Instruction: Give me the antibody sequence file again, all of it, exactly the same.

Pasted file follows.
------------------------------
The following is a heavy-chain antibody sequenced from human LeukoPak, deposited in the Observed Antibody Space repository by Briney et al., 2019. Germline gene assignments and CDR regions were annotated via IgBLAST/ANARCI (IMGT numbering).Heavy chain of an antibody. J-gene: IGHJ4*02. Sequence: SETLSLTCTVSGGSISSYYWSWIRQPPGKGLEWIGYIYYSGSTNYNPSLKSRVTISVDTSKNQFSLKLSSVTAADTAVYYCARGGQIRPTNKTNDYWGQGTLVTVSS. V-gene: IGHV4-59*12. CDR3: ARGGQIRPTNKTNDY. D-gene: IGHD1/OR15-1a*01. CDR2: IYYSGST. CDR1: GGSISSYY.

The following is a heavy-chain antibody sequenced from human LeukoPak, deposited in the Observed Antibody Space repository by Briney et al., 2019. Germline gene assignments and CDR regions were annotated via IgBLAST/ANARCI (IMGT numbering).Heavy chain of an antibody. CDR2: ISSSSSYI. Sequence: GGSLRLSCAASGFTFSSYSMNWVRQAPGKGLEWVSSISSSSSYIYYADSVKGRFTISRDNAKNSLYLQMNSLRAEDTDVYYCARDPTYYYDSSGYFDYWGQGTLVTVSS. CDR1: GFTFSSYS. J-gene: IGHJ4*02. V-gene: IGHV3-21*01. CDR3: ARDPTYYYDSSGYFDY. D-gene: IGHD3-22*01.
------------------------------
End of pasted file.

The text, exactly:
The following is a heavy-chain antibody sequenced from human LeukoPak, deposited in the Observed Antibody Space repository by Briney et al., 2019. Germline gene assignments and CDR regions were annotated via IgBLAST/ANARCI (IMGT numbering).Heavy chain of an antibody. J-gene: IGHJ4*02. Sequence: SETLSLTCTVSGGSISSYYWSWIRQPPGKGLEWIGYIYYSGSTNYNPSLKSRVTISVDTSKNQFSLKLSSVTAADTAVYYCARGGQIRPTNKTNDYWGQGTLVTVSS. V-gene: IGHV4-59*12. CDR3: ARGGQIRPTNKTNDY. D-gene: IGHD1/OR15-1a*01. CDR2: IYYSGST. CDR1: GGSISSYY.

The following is a heavy-chain antibody sequenced from human LeukoPak, deposited in the Observed Antibody Space repository by Briney et al., 2019. Germline gene assignments and CDR regions were annotated via IgBLAST/ANARCI (IMGT numbering).Heavy chain of an antibody. CDR2: ISSSSSYI. Sequence: GGSLRLSCAASGFTFSSYSMNWVRQAPGKGLEWVSSISSSSSYIYYADSVKGRFTISRDNAKNSLYLQMNSLRAEDTDVYYCARDPTYYYDSSGYFDYWGQGTLVTVSS. CDR1: GFTFSSYS. J-gene: IGHJ4*02. V-gene: IGHV3-21*01. CDR3: ARDPTYYYDSSGYFDY. D-gene: IGHD3-22*01.